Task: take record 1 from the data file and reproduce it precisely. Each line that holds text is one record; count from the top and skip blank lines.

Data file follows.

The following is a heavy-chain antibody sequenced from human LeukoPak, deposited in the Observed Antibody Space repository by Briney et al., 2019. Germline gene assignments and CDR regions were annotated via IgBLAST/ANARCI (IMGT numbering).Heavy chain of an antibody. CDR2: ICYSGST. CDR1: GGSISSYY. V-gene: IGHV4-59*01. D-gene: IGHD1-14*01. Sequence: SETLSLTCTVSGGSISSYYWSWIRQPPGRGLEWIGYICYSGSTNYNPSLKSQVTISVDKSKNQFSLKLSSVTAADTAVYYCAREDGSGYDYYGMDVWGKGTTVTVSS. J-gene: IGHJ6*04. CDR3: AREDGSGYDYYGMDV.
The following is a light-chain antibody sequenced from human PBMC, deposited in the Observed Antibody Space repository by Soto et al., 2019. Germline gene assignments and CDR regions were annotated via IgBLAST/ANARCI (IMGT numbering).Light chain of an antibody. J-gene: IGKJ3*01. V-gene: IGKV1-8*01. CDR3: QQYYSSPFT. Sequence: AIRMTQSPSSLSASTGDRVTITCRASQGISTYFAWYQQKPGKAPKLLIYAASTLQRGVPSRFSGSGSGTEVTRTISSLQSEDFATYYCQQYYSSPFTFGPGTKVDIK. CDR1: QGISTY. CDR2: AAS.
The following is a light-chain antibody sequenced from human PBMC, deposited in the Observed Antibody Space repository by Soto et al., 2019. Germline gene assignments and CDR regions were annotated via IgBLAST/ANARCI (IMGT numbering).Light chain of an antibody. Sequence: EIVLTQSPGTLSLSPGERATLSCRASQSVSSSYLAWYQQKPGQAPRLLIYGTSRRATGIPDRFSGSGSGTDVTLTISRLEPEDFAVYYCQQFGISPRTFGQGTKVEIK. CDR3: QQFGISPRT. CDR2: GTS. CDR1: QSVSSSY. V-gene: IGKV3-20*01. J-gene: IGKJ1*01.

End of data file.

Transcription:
The following is a heavy-chain antibody sequenced from human LeukoPak, deposited in the Observed Antibody Space repository by Briney et al., 2019. Germline gene assignments and CDR regions were annotated via IgBLAST/ANARCI (IMGT numbering).Heavy chain of an antibody. CDR2: ICYSGST. CDR1: GGSISSYY. V-gene: IGHV4-59*01. D-gene: IGHD1-14*01. Sequence: SETLSLTCTVSGGSISSYYWSWIRQPPGRGLEWIGYICYSGSTNYNPSLKSQVTISVDKSKNQFSLKLSSVTAADTAVYYCAREDGSGYDYYGMDVWGKGTTVTVSS. J-gene: IGHJ6*04. CDR3: AREDGSGYDYYGMDV.